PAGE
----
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OPINIONTobacco

Pace of Flavor Bans Accelerated in 2019

Issue dominated tobacco, nicotine legislation this year
Photograph: Shutterstock

LAKEVILLE, Minn. — As we look back on tobacco legislation during the past year, perhaps no issue has seen greater prominence than legislation that would ban flavored nicotine vapor and flavored tobacco products. In fact, these bans can include prohibitions on selling menthol cigarettes, mint and wintergreen smokeless tobacco, flavored cigars and most pipe tobacco.

Initial efforts to ban flavored products began several years ago in California in Sonoma and Contra Costa counties, which adopted bans in 2015 and 2016, respectively. Next, large cities began to follow suit. Legislation was initially enacted in Oakland and then San Francisco in 2018. At the same time, dozens of other local governments introduced legislation. Flavor bans were being considered in local legislative hearings nearly every week in California.  

By the end of 2018, more than 60 local governments in California enacted or attempted to enact ordinances that would ban flavored tobacco products. The debate included Sacramento and Los Angeles, and state legislation was introduced before the end of last year. In addition, flavor bans have spread to localities in other states (Colorado, Massachusetts, Minnesota and Oregon) and at the state level in Massachusetts.

Anyone who believed the issue might be less prominent in 2019 could not have been more wrong. In fact, the opposite happened. In the past 12 months, there have been an additional 173 flavor ban bills pursued at various levels of government. Many efforts were pursued in response to a groundswell of media reports focused on increased youth experimentation with vapor products and an outbreak of lung injuries that many initially (and some still incorrectly) associate with legal nicotine vapor products. Recently, both the FDA and CDC have confirmed that more than 2,000 incidents of serious lung injuries, including multiple deaths, appear to be unrelated to nicotine vapor products but almost exclusively related to additives present in illicit THC (tetrahydrocannabinol, or the psychoactive ingredient in marijuana) products.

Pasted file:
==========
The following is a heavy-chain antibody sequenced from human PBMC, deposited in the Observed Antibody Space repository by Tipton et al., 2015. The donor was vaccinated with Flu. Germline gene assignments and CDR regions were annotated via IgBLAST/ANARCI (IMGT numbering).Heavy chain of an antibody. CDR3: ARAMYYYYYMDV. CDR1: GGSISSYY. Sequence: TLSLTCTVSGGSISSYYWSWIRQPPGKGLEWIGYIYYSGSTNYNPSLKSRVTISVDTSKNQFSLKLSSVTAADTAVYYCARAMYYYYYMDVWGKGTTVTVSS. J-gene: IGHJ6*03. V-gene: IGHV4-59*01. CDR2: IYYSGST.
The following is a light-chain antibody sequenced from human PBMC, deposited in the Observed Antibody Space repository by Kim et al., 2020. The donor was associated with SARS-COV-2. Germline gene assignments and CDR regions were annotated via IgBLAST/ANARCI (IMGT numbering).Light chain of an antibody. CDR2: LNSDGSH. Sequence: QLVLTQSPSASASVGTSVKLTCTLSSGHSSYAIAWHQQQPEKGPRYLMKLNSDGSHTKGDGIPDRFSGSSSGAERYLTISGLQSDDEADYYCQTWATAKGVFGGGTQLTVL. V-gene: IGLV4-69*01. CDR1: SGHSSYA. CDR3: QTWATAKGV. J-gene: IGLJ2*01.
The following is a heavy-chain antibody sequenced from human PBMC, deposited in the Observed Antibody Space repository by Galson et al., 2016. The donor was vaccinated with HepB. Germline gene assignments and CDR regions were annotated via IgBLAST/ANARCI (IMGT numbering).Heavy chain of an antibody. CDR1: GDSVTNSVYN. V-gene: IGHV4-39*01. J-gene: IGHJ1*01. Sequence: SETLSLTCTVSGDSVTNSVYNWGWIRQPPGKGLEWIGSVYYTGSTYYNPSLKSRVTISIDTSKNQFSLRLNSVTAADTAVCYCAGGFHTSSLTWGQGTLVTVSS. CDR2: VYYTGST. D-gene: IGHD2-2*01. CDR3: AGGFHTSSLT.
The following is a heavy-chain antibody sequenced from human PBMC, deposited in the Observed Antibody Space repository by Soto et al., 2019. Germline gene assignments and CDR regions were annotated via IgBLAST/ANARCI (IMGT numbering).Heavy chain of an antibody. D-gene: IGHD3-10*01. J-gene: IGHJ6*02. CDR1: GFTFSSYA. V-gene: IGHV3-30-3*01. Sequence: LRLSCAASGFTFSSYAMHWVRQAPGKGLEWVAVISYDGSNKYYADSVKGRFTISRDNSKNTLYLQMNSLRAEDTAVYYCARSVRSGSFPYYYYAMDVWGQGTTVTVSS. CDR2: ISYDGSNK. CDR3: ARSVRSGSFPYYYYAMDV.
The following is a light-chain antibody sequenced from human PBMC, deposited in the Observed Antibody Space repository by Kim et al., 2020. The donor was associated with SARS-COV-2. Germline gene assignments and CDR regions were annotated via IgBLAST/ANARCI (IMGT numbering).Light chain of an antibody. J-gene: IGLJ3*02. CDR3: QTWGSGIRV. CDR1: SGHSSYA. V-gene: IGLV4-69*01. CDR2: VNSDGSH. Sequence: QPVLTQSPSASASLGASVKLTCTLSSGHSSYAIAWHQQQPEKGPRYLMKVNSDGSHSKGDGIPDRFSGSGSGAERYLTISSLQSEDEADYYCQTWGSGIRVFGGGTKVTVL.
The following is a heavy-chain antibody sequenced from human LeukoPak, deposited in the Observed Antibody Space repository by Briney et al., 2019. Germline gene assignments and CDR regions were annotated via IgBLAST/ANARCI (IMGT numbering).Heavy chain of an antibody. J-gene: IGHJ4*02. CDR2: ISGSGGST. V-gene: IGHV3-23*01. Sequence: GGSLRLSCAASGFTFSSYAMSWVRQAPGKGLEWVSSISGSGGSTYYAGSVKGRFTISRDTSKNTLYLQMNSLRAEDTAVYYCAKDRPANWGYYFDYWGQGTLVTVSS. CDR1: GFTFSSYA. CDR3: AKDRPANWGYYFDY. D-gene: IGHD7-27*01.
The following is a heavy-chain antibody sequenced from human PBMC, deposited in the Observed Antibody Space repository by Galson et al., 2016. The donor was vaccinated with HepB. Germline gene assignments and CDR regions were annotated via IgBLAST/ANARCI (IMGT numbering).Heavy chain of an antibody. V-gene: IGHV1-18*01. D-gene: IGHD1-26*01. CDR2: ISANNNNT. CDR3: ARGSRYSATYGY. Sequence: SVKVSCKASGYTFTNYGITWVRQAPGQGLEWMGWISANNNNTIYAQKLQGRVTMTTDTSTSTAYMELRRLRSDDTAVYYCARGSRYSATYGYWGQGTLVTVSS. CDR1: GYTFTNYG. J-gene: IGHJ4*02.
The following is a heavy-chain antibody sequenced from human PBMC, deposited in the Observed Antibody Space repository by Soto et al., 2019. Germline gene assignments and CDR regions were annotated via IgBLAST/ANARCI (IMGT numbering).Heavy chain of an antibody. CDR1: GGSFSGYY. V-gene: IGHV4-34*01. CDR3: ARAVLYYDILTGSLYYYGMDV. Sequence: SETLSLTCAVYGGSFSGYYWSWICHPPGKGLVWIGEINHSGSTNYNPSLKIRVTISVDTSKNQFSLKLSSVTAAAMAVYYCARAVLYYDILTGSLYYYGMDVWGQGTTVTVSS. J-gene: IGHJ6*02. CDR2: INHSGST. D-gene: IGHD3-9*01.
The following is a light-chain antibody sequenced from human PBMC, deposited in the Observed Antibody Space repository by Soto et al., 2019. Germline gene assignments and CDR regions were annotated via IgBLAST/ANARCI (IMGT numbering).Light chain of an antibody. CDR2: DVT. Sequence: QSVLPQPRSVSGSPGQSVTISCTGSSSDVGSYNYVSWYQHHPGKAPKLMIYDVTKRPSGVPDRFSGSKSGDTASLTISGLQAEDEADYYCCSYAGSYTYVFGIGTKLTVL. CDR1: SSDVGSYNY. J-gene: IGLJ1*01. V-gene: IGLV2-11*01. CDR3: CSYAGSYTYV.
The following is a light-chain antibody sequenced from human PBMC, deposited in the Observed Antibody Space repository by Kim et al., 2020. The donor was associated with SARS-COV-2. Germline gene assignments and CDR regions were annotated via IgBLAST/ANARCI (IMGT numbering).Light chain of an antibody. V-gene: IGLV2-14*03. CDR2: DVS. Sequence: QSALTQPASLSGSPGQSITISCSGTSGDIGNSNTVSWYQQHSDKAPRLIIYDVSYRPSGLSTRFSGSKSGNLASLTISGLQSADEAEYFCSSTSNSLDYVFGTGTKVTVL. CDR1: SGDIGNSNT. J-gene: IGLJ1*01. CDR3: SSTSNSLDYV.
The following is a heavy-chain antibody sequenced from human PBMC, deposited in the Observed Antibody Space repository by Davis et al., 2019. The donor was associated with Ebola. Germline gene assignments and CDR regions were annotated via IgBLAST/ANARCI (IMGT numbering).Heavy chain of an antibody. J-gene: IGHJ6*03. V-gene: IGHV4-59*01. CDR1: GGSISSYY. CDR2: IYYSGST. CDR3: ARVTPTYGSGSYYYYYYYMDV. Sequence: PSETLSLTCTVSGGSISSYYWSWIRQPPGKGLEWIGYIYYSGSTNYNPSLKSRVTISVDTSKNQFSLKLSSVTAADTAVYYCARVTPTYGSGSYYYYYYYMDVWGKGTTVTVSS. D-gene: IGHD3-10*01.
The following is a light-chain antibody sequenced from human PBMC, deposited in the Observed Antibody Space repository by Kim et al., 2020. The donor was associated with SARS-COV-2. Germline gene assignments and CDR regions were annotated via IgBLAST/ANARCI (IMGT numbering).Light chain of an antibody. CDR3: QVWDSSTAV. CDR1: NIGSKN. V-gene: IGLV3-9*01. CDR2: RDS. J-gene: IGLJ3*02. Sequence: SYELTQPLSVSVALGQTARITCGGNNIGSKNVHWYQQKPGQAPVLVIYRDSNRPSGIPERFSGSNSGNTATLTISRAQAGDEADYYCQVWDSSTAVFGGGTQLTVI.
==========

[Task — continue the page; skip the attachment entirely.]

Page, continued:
While media reports that became prevalent during the second half of 2019 focused attention on nicotine vapor products, the attention has only intensified efforts by tobacco control groups that seek not only to ban flavored vapor products but also for years have looked to ban menthol cigarettes and flavored cigars, pipe tobacco and smokeless tobacco products. Clearly, many organizations that advocate for restricting the sale of tobacco products are seizing the opportunity to propose these kinds of bans. 

The reality is that each of these products is very different when one considers how the products are used, who is using the products, the health effects of each product and the trends related to illegal youth usage. In fact, youth smoking rates are lower now than they ever have been. Youth usage rates of other tobacco products (OTP) have been trending downward for years and continue to be very low. The absurdity of many of these bans is illustrated by the fact that all pipe tobaccos are flavored. The average pipe tobacco consumer is 58 years old. Banning those products does nothing to protect children. It only inconveniences adult consumers and harms responsible retailers.

Banning or severely restricting the sale of products to adults always comes with unintended consequences. Not only do such bans reduce government revenue and harm retailers but they also encourage illicit markets and criminal activity. When markets operate legally for adults, compliance efforts can ensure that anyone selling illegally to youth can be held accountable. Criminal enterprises selling products in back alleys or out the trunk of cars—whether it be vapor products, cigarettes, cigars or OTP—don’t check for identification, often don’t sell regulated products and are not subject to compliance checks. Despite this reality, efforts to ban these products for adults do not seem likely to wane anytime soon.

This is why retailers need to build relationships with their local lawmakers now and educate them on the importance of tobacco product sales to their businesses and the effects of banning entire product categories. These education efforts need to be ongoing to prevent wholesale bans of all flavored tobacco products.

Thomas Briant is the executive director of NATO, a tobacco retailing association based in Lakeville, Minn. Reach him at info@natocentral.org.

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